Where do the oil companies get their leverage? Well, they hold the leases to the major known reserves of natural gas on the North Slope. If they know we are relying on them to build a gasline, they can withhold their cooperation until they get the tax breaks they want, and the terms they want. If they're the only game in town, they won't build a gasline until we say "Uncle." The terms they demand won't be in our favor.
Today, with TransCanada moving ahead, the oil companies have quickly created their own pipeline company, Denali. To date we don't know whether the major oil companies have any real intent of building a Denali line, or whether they have done this for show, to get the public to fall out of love with the TransCanada project. My belief is that if we stopped moving ahead with the TransCanada project, the Denali project would disappear, or remain only if we promised the billions in tax and other concessions the oil companies will demand.
3. What other terms will the oil companies demand?
Our experts call what the major oil companies want "Basin Control." What's that? They don't want other companies to make money off North Slope natural gas. If there's a gas pipeline, the major oil producers want as many North Slope leases as possible for themselves. How can they make sure they get their way? Well, if a pipeline is built, the initial one will be sized to fit the gas reserves the major oil companies hold. In an ideal world, independent companies will then look for gas, hire workers, and produce gas that produces more state revenue. But it's not that easy.
New production will likely require an expansion of the original gas pipeline. If the pipeline is owned by the major producers, they'd want the independent companies to pay for the full cost of the expansion, through what's called "incremental rates" - transportation rates that charge the new producers for the cost of expanding the pipeline. That could make production by new producers cost-prohibitive.
Here's the fair way to price natural gas transportation. Natural gas is a public Alaska resource. As Alaskans we want to encourage production, and under Alaska law - and the TransCanada license - we have required the pipeline owner to agree to what's called "rolled in rates," and to argue for rolled in rates before the Federal Energy Regulator Commission. What are rolled in rates? Those rates would charge all gas shippers, including the major producers, the cost of expanding the line. That would make gas production more economic for new producers, would likely spur new production, and is not to the advantage of the major producers. This is one of the rules the major oil companies have vocally opposed. The Denali line will not abide by the requirements on rolled in rates that TransCanada has agreed to.
4. Where Can We Stumble?
Next year TransCanada is required to hold an "open season." This is where the battle for Alaska's gasline future will be waged next. In an open season the major oil companies will state whether they'll agree to sell their gas into the TransCanada line. It is expected they will say "no," and try to cause TransCanada to fold. No one can build a gasline if they don't have a promise that there will be gas they can charge to ship.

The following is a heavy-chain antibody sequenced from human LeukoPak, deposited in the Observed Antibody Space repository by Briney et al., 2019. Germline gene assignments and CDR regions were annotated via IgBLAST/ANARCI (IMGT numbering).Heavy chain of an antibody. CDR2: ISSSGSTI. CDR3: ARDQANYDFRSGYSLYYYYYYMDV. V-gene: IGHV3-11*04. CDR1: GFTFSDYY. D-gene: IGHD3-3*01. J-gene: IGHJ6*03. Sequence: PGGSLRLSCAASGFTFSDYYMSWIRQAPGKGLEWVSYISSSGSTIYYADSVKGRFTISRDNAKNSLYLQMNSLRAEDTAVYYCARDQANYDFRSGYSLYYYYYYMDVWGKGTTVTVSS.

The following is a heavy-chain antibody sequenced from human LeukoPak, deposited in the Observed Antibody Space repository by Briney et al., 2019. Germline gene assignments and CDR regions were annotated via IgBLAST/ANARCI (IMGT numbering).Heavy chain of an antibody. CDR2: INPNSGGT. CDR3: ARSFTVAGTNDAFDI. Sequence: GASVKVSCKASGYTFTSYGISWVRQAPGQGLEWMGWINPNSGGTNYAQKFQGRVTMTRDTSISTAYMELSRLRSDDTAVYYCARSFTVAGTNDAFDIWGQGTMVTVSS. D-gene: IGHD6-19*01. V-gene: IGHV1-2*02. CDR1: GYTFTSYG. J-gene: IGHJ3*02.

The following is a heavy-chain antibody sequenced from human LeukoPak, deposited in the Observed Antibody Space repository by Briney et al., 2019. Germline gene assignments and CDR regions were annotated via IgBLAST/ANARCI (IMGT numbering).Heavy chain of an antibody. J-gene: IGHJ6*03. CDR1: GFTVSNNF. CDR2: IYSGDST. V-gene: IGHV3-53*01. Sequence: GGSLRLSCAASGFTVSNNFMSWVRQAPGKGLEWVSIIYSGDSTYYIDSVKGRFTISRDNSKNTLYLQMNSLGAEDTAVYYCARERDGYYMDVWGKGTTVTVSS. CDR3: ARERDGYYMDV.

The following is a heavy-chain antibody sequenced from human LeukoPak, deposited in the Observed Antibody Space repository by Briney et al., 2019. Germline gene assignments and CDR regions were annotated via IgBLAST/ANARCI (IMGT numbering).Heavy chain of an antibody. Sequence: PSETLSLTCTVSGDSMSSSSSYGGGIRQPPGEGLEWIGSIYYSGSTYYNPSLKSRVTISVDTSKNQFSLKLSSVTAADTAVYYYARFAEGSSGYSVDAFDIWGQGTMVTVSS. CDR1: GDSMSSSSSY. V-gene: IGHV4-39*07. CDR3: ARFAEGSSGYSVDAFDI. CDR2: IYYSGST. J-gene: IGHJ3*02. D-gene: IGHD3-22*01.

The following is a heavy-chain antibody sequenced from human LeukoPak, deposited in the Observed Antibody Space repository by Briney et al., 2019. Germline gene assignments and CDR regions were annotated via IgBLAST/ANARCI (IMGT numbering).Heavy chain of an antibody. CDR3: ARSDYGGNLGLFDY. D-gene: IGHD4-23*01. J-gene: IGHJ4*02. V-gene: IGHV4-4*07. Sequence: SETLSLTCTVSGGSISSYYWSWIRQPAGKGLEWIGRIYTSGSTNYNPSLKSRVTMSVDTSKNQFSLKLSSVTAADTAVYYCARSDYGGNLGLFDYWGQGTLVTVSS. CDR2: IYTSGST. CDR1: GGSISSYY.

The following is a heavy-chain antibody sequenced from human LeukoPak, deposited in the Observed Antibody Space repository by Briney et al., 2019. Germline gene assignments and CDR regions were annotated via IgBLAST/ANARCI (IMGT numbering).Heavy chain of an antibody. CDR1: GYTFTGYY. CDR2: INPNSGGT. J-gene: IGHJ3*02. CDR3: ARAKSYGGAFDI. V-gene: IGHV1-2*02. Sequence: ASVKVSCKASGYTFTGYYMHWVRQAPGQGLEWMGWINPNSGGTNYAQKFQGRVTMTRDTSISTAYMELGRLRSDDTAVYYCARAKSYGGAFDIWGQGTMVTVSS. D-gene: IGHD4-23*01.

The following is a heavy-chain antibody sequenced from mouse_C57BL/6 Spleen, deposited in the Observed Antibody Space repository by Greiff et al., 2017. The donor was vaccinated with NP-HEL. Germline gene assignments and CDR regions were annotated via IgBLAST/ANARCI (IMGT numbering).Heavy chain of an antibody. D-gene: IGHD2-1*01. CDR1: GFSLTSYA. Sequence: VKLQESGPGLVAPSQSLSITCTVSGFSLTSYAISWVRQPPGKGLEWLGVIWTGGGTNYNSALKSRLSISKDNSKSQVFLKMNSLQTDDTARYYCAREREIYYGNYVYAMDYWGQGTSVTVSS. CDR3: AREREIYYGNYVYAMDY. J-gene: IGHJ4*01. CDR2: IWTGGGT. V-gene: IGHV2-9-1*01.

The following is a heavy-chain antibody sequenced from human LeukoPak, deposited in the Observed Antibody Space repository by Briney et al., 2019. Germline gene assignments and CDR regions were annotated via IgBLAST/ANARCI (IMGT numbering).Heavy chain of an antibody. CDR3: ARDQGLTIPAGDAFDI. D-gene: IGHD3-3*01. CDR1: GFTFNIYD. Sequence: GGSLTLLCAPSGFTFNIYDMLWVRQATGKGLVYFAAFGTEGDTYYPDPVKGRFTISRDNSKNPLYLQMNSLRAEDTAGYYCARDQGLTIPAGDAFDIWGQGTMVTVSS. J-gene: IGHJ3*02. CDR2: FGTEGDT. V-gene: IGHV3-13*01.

5. The $500 Million Question.
The critics of the current proposal have focused on the $500 million contribution the state has promised. Though, by the way, we'll get much of that back if a gasline is built. By law, the rates TransCanada charges, and that come out of state taxes, can't include this $500 million contribution - that is, the $500 million state contribution will lower the transportation charge allowed by FERC on this line.
So, why did we have to contribute $500 million? Well, it's pretty disingenuous of the major producers to complain about this provision in the law. The state had to provide it to help TransCanada through the delay and uncertainty in this gasline that will likely be caused with the oil companies don't show up at open season. That is, we all know the major oil companies may try to slow this project down, and possibly kill it. To get independent companies to bid on the gasline, we had to provide a financial contribution to help them through the uncertainty.
At that point we may have to threaten to sue to require the major producers to sell their gas (they likely have a legal obligation to sell gas into a pipeline if the pipeline charges a rate that makes gas production economic).
Alaska's gasline future is in our hands.
We shouldn't play politics with it. In this case, joining the chorus against the TransCanada project is joining Exxon. It's joining British Petroleum. It's joining those who want you to give up your state's sovereignty.
In politics it's rare that your political opponents are always wrong. And it's rare that those you support are always right. I hope you'll keep that in mind when you hear, next year, that the major oil companies haven't shown up at open season. That should be call for us to stand together with resolve, not to celebrate the failure of the TransCanada proposal. It should be a call for us to stand together in our effort to move the TransCanada project forward.
Les Gara, is a Democratic state representive for Anchorage's 23rd District.